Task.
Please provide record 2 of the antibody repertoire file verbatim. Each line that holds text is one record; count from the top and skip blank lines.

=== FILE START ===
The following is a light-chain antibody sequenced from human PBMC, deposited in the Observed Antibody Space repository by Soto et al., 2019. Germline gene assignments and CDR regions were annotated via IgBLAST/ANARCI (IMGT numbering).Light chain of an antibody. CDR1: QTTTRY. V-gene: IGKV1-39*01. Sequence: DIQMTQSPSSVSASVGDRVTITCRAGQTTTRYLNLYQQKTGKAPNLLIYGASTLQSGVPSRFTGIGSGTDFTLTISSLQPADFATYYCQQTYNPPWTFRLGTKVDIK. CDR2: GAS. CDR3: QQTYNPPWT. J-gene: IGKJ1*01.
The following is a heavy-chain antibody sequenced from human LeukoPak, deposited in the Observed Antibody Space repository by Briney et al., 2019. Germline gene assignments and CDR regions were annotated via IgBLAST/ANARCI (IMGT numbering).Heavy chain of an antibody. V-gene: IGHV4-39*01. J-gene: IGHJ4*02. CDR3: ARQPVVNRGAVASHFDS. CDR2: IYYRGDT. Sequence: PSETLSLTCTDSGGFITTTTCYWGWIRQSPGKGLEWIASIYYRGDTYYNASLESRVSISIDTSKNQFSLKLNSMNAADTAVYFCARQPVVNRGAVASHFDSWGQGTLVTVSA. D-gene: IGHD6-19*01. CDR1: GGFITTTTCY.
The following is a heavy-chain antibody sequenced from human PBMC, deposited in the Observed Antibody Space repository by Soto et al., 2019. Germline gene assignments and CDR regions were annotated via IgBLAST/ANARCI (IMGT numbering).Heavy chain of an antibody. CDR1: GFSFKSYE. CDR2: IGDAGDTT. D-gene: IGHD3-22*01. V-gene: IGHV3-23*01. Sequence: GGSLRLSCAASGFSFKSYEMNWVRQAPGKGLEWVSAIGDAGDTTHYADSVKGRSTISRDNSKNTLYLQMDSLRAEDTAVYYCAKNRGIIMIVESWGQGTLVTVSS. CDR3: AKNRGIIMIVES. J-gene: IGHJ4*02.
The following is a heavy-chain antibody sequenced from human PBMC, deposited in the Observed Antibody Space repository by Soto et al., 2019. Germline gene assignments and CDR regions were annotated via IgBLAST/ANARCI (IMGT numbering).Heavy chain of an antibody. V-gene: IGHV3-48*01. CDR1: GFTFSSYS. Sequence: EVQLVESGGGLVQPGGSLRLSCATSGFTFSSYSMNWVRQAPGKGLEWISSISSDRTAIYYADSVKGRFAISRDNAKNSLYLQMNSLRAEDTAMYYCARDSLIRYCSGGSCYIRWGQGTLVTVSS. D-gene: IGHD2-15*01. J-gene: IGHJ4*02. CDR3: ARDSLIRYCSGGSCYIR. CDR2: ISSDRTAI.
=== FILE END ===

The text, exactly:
The following is a heavy-chain antibody sequenced from human LeukoPak, deposited in the Observed Antibody Space repository by Briney et al., 2019. Germline gene assignments and CDR regions were annotated via IgBLAST/ANARCI (IMGT numbering).Heavy chain of an antibody. V-gene: IGHV4-39*01. J-gene: IGHJ4*02. CDR3: ARQPVVNRGAVASHFDS. CDR2: IYYRGDT. Sequence: PSETLSLTCTDSGGFITTTTCYWGWIRQSPGKGLEWIASIYYRGDTYYNASLESRVSISIDTSKNQFSLKLNSMNAADTAVYFCARQPVVNRGAVASHFDSWGQGTLVTVSA. D-gene: IGHD6-19*01. CDR1: GGFITTTTCY.